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Topics: Agile, Scrum
Do scrum sprints have to be in weeks?

Most sprints are between 2 and 4 weeks in length, and sometimes even one sprint per month. But can sprint length also be in days that don't fit neatly into weeks, for example, a 12 day sprint? Are there advantages/disadvantages to using custom days instead of weeks?
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Jan 04, 2018 4:35 PM
Replying to Sante Vergini
Thanks for your feedback Sergio. I had a look at the list. Just curious, which ones you didn't agree with in that list? For example, I don't agree with 15 and 17 on that list.
All you do into a process or method that belongs to estimation field (Sprints belongs to them) is composed by two principal components: time and information. That is because there is not a "receipt" you can use. The list is, in my personal opinion, the best checklist somebody (the author) has compiled from a lot of sites and papers created by people that is using in the practice. But sprints do not belong to Scrum only. Because it is an estimation you have to follow the same rules than into estimations.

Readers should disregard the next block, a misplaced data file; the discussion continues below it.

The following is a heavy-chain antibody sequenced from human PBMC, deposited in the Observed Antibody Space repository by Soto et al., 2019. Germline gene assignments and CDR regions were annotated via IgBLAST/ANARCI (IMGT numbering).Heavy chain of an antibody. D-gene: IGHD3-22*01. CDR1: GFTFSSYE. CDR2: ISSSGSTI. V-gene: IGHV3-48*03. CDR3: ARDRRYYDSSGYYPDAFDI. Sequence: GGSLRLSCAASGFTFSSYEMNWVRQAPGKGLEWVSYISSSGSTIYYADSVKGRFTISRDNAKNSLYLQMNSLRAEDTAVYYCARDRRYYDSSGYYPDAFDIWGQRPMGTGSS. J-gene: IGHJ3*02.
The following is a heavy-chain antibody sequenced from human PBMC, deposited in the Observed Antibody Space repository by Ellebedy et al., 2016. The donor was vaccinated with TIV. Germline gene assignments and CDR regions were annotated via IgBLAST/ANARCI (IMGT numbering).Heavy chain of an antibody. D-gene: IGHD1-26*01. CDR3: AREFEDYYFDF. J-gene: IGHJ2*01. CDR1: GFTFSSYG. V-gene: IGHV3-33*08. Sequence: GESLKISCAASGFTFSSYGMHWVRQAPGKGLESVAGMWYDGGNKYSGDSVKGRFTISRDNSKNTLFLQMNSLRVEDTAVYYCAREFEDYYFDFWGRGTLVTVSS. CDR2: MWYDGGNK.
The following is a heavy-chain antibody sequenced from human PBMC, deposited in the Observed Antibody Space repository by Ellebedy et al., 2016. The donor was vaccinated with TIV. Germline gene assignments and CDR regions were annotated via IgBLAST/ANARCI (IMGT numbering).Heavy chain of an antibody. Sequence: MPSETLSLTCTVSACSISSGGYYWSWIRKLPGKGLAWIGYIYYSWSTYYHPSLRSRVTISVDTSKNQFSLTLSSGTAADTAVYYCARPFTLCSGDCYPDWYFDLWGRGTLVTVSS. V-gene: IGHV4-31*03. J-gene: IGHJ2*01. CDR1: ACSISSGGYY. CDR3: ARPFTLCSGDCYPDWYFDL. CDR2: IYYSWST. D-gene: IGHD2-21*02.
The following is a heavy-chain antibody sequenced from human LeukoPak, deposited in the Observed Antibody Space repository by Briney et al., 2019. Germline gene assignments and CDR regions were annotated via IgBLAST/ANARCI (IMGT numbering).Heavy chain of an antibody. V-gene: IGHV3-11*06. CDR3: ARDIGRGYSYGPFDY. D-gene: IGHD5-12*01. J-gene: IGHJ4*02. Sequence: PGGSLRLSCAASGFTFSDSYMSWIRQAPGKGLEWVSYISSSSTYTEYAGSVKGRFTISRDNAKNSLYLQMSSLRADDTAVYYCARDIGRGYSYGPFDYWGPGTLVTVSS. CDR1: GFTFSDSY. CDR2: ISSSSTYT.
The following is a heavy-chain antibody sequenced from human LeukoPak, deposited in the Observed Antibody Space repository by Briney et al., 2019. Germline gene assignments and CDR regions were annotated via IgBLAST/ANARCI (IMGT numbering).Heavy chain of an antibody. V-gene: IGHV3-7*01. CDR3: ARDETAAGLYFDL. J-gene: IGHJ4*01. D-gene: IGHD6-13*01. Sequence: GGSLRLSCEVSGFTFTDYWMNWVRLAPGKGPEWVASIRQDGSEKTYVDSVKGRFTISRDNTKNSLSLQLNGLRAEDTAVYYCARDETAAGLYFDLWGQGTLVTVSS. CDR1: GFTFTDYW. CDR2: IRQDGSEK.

Definitely a fine question to pose, but I'd say the fact typical sprints are of straight weekly increments in itself speaks to why they are not simply an arbitrary number of days.

Jan 04, 2018 4:44 PM
Replying to Sante Vergini
It's probably not Scrum in the strict sense?
Correct - the Scrum methodology requires sprints, but agile doesn't :-)


Jan 04, 2018 4:25 PM
Replying to Sante Vergini
Thanks Peter, yes teams decide their iteration length. Have you ever seen a sprint that isn't say 2, 3, 4 weeks or even one full month? So one that is an "unusual" number of days, such as 12?
Yes Sante, I have seen 2 and 4 weeks sprints. In SAP projects it is very common to be in sprints between 2-4 weeks. Have also a check on SAPActivate. The important points are:
(1) The scrum team decides the sprint lenght on good reasons, nobody else
(2) The sprint lenght should be constant but you can change, bit not frequently and not on a single occasion (there must be a common observed pattern behind the decision to change).
(3) You do not have to deliver all PBI in such sprint. You are committed to strive for it. It is a serious forecast, not a commitment.
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